The Love Child by Edith Olivier

Simon sent me this slim little Virago many months ago when I was still living in New York. I promised to read it within a month, as I demanded that he do the same with Illyrian Spring. To my shame, I didn’t hold up my side of the bargain and Simon hasn’t let me forget it since. Well, those days of smug finger pointing are over, because I have finally read it! I’m sorry I waited so long, because it’s a fascinating novella that reminded me very much of Rachel Ferguson’s The Brontes Went to Woolworth’s in its exploration of the delusions created by the overactive imaginations of closeted early 20th century women.

Agatha Bodenham finds herself alone in her comfortable home at the age of 32 when her mother dies. She and her mother did not have a particularly emotionally close relationship – in fact, Agatha has never really let anyone into her inner life – but the loss of the familiar figure she shared her home with triggers an immense sense of loneliness. With no family or friends apart from her faithful servants, Agatha decides to reach back into the recesses of her past and reconjure the imaginary friend of her childhood, Clarissa, in order to keep her company. At first it seems impossible that the almost touchably real Clarissa of her nursery days will reappear, but she does; before long, Agatha’s depression is lifted as she fills her days talking and playing and laughing with the sprightly little girl she last saw when she was just ten years old. Agatha is faintly aware of the absurdity of the situation, and is initially careful to conceal her imaginary relationship from the servants, but everything becomes very strange when Clarissa becomes visible to others, and the little girl who was just a figment of Agatha’s imagination takes on human form.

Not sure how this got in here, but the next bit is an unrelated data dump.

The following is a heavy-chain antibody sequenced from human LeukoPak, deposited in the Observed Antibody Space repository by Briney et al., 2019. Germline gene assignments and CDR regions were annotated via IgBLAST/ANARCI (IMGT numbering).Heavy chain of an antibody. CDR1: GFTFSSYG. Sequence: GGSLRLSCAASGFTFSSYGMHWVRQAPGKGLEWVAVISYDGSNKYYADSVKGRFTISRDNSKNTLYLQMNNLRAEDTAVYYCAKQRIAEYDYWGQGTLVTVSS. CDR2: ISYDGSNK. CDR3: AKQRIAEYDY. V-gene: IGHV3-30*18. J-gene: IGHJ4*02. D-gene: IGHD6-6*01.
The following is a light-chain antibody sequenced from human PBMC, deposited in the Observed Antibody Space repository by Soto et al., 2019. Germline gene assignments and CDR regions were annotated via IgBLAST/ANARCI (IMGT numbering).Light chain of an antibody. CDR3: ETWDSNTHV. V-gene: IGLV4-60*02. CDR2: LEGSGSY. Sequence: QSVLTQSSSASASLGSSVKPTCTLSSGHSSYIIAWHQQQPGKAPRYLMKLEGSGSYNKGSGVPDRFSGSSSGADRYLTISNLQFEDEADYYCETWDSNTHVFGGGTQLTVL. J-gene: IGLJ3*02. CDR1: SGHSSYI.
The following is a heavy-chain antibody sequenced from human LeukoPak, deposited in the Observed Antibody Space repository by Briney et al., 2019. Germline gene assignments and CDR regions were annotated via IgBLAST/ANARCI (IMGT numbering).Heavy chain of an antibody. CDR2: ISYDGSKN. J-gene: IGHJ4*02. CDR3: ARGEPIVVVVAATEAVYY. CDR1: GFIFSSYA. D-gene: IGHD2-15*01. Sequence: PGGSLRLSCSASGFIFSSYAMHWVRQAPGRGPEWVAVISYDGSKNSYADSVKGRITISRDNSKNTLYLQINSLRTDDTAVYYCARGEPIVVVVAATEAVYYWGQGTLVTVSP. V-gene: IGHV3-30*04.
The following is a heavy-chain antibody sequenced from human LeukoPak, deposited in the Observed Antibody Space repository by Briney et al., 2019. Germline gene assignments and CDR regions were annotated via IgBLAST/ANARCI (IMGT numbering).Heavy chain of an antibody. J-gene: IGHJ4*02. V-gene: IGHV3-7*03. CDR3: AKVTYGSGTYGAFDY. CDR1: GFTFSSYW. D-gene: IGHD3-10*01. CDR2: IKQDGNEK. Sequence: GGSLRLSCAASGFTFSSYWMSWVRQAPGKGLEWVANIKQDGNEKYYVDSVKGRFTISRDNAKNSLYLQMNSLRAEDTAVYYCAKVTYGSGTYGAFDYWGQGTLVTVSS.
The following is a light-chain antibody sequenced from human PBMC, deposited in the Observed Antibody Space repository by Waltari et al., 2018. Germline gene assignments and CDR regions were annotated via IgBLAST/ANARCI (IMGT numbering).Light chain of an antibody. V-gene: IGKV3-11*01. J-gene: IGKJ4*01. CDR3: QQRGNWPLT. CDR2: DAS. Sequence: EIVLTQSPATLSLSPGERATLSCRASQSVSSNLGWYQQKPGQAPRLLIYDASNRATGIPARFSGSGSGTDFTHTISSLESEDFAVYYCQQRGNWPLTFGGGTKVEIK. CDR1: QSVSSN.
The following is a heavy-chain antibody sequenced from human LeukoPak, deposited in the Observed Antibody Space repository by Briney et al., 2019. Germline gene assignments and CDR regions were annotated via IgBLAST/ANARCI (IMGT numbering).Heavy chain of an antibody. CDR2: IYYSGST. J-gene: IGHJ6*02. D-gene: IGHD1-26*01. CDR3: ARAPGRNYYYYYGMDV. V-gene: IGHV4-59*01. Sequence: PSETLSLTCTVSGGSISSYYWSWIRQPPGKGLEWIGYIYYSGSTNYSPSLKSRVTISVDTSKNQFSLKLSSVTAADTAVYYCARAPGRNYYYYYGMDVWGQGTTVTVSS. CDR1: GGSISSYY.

Clarissa is passed off as an adopted child, and from then on she becomes a part of the household, doted on by the servants and adored by Agatha, whose possessive, obsessive love for her ‘love child’ is rooted in a deep fear of losing the little girl she has created. Life is perfect and their relationship a mutually happy and fulfilling one until Clarissa reaches her teenaged years and other interests appear. Tennis lessons, driving lessons and a handsome boy divert Clarissa’s attentions from the largely safe, imaginary worlds she and Agatha have inhabited for so long, and as Agatha feels her hold on her pretend daughter begin to erode, the fear of losing her leads to terrible consequences.